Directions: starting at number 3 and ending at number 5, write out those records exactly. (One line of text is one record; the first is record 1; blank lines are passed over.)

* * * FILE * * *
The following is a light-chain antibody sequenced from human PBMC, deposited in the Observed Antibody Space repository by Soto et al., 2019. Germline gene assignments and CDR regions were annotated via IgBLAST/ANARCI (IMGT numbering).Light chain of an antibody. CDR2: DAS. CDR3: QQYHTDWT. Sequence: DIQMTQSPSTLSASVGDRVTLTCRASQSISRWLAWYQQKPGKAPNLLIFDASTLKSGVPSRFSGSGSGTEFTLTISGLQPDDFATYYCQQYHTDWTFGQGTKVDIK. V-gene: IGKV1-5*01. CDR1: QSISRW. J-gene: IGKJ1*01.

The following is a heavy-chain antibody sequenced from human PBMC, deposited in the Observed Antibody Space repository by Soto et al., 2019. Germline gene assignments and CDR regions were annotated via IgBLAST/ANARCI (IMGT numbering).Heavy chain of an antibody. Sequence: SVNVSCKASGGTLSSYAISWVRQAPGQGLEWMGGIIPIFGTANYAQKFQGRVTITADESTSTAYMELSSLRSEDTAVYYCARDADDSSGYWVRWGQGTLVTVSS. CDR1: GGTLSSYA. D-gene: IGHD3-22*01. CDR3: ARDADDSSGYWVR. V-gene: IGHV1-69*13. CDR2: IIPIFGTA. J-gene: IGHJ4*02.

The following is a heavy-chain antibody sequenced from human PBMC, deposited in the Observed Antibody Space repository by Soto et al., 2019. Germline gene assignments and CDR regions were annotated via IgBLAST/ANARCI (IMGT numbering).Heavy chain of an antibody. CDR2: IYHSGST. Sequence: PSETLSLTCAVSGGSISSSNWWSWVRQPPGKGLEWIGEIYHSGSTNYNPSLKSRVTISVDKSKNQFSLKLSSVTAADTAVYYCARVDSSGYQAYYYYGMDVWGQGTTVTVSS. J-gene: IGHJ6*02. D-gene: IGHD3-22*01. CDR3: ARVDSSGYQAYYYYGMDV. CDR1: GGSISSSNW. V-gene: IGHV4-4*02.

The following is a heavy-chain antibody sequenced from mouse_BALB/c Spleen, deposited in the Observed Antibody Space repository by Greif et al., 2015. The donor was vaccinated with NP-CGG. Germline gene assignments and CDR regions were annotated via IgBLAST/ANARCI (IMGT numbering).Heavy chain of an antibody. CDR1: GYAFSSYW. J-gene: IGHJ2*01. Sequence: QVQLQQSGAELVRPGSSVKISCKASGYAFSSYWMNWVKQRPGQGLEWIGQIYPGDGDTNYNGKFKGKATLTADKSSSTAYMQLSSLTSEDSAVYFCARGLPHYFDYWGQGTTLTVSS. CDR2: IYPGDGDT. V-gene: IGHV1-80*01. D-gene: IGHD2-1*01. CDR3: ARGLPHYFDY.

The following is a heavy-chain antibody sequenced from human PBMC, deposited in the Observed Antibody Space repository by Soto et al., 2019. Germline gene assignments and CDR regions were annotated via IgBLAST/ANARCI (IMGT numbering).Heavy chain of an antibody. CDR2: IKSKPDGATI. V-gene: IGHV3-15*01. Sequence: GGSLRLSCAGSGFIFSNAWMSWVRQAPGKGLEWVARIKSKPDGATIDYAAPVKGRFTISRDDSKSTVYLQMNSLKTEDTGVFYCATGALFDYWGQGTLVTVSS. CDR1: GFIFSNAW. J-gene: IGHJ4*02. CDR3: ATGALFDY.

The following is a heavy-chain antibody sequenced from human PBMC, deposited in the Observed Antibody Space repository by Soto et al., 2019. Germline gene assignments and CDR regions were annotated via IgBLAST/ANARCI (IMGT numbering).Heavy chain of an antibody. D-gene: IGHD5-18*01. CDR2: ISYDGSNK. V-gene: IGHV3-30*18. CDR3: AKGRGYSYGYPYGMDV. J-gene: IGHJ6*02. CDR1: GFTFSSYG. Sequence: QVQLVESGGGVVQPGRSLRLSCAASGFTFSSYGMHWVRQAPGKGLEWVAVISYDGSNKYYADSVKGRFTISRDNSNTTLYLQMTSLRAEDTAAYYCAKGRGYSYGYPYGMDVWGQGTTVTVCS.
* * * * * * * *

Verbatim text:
The following is a heavy-chain antibody sequenced from human PBMC, deposited in the Observed Antibody Space repository by Soto et al., 2019. Germline gene assignments and CDR regions were annotated via IgBLAST/ANARCI (IMGT numbering).Heavy chain of an antibody. CDR2: IYHSGST. Sequence: PSETLSLTCAVSGGSISSSNWWSWVRQPPGKGLEWIGEIYHSGSTNYNPSLKSRVTISVDKSKNQFSLKLSSVTAADTAVYYCARVDSSGYQAYYYYGMDVWGQGTTVTVSS. J-gene: IGHJ6*02. D-gene: IGHD3-22*01. CDR3: ARVDSSGYQAYYYYGMDV. CDR1: GGSISSSNW. V-gene: IGHV4-4*02.

The following is a heavy-chain antibody sequenced from mouse_BALB/c Spleen, deposited in the Observed Antibody Space repository by Greif et al., 2015. The donor was vaccinated with NP-CGG. Germline gene assignments and CDR regions were annotated via IgBLAST/ANARCI (IMGT numbering).Heavy chain of an antibody. CDR1: GYAFSSYW. J-gene: IGHJ2*01. Sequence: QVQLQQSGAELVRPGSSVKISCKASGYAFSSYWMNWVKQRPGQGLEWIGQIYPGDGDTNYNGKFKGKATLTADKSSSTAYMQLSSLTSEDSAVYFCARGLPHYFDYWGQGTTLTVSS. CDR2: IYPGDGDT. V-gene: IGHV1-80*01. D-gene: IGHD2-1*01. CDR3: ARGLPHYFDY.

The following is a heavy-chain antibody sequenced from human PBMC, deposited in the Observed Antibody Space repository by Soto et al., 2019. Germline gene assignments and CDR regions were annotated via IgBLAST/ANARCI (IMGT numbering).Heavy chain of an antibody. CDR2: IKSKPDGATI. V-gene: IGHV3-15*01. Sequence: GGSLRLSCAGSGFIFSNAWMSWVRQAPGKGLEWVARIKSKPDGATIDYAAPVKGRFTISRDDSKSTVYLQMNSLKTEDTGVFYCATGALFDYWGQGTLVTVSS. CDR1: GFIFSNAW. J-gene: IGHJ4*02. CDR3: ATGALFDY.